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Impaired trafficking of the very low density lipoprotein receptor caused by missense mutations associated with dysequilibrium syndrome.

Abstract
Dysequilibrium syndrome (DES, OMIM 224050) is a genetically heterogeneous condition that combines autosomal recessive non-progressive cerebellar ataxia with mental retardation. The subclass dysequilibrium syndrome type 1 (CAMRQ1) has been attributed to mutations in the VLDLR gene encoding the very low density lipoprotein receptor (VLDLR). This receptor is involved in the Reelin signaling pathway that guides neuronal migration in the cerebral cortex and cerebellum. Three missense mutations (c.1459G>T; p.D487Y, c.1561G>C; p.D521H and c.2117G>T; p.C706F) have been previously identified in VLDLR gene in patients with DES. However, the functional implications of those mutations are not known and therefore we undertook detailed functional analysis to elucidate the cellular mechanisms underlying their pathogenicity. The mutations have been generated by site-directed mutagenesis and then expressed in cultured cell lines. Confocal microscopy and biochemical analysis have been employed to examine the subcellular localization and functional activities of the mutated proteins relative to wild type. Our results indicate that the three missense mutations lead to defective intracellular trafficking and ER retention of the mutant VLDLR protein. This trafficking impairment prevents the mutants from reaching the plasma membrane and binding exogenous Reelin, the initiating event in Reelin signaling. Collectively, our results provide evidence that ER quality control is involved in the functional inactivation and underlying pathogenicity of these DES-associated mutations in the VLDLR.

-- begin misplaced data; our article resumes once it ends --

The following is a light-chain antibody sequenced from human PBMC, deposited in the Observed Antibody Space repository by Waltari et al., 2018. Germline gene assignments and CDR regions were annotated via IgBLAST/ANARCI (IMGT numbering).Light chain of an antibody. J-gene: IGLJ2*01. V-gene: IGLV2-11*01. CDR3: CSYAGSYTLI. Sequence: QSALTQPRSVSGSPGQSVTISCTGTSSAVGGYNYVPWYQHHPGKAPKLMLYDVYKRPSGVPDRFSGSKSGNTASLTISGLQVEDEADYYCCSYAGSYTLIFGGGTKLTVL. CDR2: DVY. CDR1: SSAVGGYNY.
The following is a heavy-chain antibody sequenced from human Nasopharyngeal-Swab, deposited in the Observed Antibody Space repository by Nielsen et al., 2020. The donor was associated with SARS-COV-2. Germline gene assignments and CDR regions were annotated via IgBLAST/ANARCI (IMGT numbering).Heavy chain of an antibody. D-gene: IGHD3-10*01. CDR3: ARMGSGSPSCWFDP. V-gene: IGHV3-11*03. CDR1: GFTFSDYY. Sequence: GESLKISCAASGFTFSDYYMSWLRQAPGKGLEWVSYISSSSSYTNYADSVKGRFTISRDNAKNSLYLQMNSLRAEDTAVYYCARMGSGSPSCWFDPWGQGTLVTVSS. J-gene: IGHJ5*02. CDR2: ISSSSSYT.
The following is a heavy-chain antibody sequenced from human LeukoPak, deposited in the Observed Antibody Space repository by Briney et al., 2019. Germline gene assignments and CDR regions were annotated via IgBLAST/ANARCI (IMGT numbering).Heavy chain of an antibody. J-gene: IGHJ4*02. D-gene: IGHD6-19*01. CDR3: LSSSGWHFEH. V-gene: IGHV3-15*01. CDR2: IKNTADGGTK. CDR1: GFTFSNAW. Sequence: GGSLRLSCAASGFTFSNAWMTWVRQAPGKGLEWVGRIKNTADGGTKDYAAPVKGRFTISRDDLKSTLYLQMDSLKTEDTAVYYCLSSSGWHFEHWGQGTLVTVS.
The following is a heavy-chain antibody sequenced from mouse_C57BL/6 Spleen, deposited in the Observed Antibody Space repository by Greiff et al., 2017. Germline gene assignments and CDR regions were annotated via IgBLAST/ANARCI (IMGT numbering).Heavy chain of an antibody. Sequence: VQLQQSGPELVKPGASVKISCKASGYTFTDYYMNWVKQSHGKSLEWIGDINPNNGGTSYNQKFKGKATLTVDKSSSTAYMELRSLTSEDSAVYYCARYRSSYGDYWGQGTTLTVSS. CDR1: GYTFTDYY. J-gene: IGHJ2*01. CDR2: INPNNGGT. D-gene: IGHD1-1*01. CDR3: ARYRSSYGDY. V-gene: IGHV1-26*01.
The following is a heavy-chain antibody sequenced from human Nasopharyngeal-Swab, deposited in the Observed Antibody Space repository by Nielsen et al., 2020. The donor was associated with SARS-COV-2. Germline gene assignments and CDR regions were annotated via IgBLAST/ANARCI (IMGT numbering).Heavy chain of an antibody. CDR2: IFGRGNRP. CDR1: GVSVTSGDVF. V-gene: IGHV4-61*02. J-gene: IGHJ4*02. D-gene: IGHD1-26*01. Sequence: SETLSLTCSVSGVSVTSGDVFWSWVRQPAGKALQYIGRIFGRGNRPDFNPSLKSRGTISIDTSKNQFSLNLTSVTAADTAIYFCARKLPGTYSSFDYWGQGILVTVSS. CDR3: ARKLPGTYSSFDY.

AuthorsPraseetha Kizhakkedath, Anke Loregger, Anne John, Boris Bleijlevens, Ali S Al-Blooshi, Ahmed H Al-Hosani, Ahmed M Al-Nuaimi, Lihadh Al-Gazali, Noam Zelcer, Bassam R Ali
JournalBiochimica et biophysica acta (Biochim Biophys Acta) Vol. 1843 Issue 12 Pg. 2871-7 (Dec 2014) ISSN: 0006-3002 [Print] Netherlands
PMID25173816 (Publication Type: Journal Article)
CopyrightCopyright © 2014 Elsevier B.V. All rights reserved.

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